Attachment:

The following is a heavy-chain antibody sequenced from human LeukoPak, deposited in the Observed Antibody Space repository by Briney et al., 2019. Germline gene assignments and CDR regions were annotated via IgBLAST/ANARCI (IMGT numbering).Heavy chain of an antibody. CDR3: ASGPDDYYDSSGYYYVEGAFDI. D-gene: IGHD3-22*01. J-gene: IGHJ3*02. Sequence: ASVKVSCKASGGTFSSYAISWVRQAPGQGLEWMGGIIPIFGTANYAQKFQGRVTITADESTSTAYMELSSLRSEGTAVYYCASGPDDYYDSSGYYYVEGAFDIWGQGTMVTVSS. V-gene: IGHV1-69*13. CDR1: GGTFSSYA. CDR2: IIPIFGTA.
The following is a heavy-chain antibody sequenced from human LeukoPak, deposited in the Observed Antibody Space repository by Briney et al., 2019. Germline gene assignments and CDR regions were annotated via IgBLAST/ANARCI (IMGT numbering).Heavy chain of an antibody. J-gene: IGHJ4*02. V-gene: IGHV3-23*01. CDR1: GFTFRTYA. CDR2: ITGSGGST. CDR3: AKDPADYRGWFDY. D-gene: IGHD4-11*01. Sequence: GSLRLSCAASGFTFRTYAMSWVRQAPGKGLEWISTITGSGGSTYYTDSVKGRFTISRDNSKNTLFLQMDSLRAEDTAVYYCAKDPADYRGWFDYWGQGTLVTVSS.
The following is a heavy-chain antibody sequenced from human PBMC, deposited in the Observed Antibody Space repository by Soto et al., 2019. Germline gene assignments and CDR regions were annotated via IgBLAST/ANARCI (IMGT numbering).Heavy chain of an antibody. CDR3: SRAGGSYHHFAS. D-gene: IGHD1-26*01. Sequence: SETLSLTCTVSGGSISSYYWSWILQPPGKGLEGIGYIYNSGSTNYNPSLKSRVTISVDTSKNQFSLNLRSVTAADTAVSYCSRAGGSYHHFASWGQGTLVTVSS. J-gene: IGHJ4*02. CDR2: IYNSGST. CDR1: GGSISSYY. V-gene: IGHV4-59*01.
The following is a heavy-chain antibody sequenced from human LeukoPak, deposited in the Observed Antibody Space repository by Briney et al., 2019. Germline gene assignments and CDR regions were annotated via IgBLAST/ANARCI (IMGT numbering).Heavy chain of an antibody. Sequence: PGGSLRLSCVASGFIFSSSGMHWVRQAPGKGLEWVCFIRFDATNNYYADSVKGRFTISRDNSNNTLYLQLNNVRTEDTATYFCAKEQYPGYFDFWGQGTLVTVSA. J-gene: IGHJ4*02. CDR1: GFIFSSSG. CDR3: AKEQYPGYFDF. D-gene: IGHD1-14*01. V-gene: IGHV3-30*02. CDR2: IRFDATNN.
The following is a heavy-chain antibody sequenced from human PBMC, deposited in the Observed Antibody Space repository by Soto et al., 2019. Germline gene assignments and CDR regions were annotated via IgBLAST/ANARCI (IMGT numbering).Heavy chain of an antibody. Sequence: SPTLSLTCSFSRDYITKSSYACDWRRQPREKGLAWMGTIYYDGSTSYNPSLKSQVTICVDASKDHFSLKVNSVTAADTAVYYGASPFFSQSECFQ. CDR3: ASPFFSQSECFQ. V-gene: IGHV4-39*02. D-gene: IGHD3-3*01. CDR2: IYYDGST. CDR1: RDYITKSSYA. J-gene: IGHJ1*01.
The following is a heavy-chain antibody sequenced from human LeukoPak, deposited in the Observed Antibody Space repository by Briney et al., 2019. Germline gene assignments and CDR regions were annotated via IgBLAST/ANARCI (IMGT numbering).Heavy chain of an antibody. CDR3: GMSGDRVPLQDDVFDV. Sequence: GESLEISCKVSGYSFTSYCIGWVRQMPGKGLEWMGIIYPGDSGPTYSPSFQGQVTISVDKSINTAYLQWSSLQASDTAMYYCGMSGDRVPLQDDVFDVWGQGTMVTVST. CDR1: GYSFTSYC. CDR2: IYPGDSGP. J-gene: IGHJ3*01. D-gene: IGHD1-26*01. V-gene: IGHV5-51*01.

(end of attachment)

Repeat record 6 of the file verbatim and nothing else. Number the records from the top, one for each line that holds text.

The following is a heavy-chain antibody sequenced from human LeukoPak, deposited in the Observed Antibody Space repository by Briney et al., 2019. Germline gene assignments and CDR regions were annotated via IgBLAST/ANARCI (IMGT numbering).Heavy chain of an antibody. CDR3: GMSGDRVPLQDDVFDV. Sequence: GESLEISCKVSGYSFTSYCIGWVRQMPGKGLEWMGIIYPGDSGPTYSPSFQGQVTISVDKSINTAYLQWSSLQASDTAMYYCGMSGDRVPLQDDVFDVWGQGTMVTVST. CDR1: GYSFTSYC. CDR2: IYPGDSGP. J-gene: IGHJ3*01. D-gene: IGHD1-26*01. V-gene: IGHV5-51*01.